International Success: Middle to Late 20th Century
Janssen began expanding its facilities, acquiring land in Beerse that later developed into a campus of more than 56 hectares. By the early 1960s, the company had grown to more than 300 employees. Yet in order to support the company's continued expansion--and especially its rapid growth in the international pharmaceuticals market--Janssen recognized that he needed to find a larger partner. This brought him in contact with Johnson & Johnson, which had been actively seeking to expand its own pharmaceuticals operation. In 1959, for example, Johnson & Johnson had acquired Switzerland's Cilag-Chemie and the United States' McNeil Laboratories. In 1961, Janssen and J&J began negotiations that led to the acquisition of the Belgian company by the U.S. giant. As part of the agreement, however, Janssen was guaranteed that it would remain an independently operating company within the Johnson & Johnson group. This agreement fit in neatly with J&J's own organizational structure. Janssen himself described the merger, as reported by the British Medical Journal: "During the negotiations that led to this co-operation, the future and the protection of our company were uppermost in my mind. For me and my employees, the merger was a sort of life insurance."
J&J's backing enabled Janssen to push ahead with its expansion, as the company continued to develop new and innovative pharmaceutical preparations. The company's expansion also included a move into the development of drugs for veterinary applications. Meanwhile, the company had achieved another major breakthrough, that of the development of fentanyl. Released in 1963, that drug became the world's most prescribed anaesthetic.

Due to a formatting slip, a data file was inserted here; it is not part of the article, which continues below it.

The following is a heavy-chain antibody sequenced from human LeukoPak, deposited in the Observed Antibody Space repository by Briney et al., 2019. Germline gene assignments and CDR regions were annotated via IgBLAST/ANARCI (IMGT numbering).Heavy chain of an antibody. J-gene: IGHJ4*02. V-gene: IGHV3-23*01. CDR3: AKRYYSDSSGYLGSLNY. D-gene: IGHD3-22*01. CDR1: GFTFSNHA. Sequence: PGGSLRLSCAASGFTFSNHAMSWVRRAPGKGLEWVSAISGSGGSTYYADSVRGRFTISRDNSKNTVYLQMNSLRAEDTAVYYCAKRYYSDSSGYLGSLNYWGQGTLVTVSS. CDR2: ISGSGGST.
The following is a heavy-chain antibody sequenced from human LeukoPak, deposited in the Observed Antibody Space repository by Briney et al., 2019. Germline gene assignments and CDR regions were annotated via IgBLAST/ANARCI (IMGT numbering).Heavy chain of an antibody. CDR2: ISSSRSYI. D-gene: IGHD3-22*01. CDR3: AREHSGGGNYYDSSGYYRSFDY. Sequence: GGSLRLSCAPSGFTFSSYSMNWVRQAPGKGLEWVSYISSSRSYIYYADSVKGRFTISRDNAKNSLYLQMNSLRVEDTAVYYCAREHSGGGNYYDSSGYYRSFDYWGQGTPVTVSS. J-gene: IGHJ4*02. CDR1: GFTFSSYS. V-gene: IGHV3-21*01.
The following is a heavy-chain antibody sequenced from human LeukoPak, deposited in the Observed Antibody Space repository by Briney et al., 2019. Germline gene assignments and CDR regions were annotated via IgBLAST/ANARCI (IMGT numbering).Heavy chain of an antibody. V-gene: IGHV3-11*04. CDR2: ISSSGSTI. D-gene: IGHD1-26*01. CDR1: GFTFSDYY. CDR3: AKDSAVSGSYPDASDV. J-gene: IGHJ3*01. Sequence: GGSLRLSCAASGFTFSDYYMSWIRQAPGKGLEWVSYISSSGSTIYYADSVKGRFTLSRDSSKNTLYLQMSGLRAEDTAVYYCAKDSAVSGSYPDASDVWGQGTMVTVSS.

Other successes followed in the 1970s, including the launch of pimozide, used in controlling Tourette's syndrome, chronic psychosis, schizophrenia, and other mental disorders; mebendazole, a worm treatment known by brand names such as Vermox, in 1972; and loperamide, used to treat gastrointestinal disorders, and popularly known under the Immodium AD brand. Later successes by Janssen included risperidone, an important antipsychotic.
Through this period, Paul Janssen remained directly involved in the company's research and development efforts. Over the course of his career, Janssen was to generate more than 100 patents, as well as publish more than 850 papers. Janssen, however, continued to be backed by the company's steady growth, particularly internationally. In 1973, the company turned toward the United States, setting up a subsidiary at J&J's headquarters. The growth of its U.S. operations soon led Janssen to open its own dedicated facilities nearby. At the same time, Janssen extended its sales and marketing network. The company first targeted expansion in Europe, adding subsidiaries in most of the major markets. In 1980, the company entered the United States, establishing a sales network where previously it had marketed its products through other J&J subsidiaries or under third-party brands.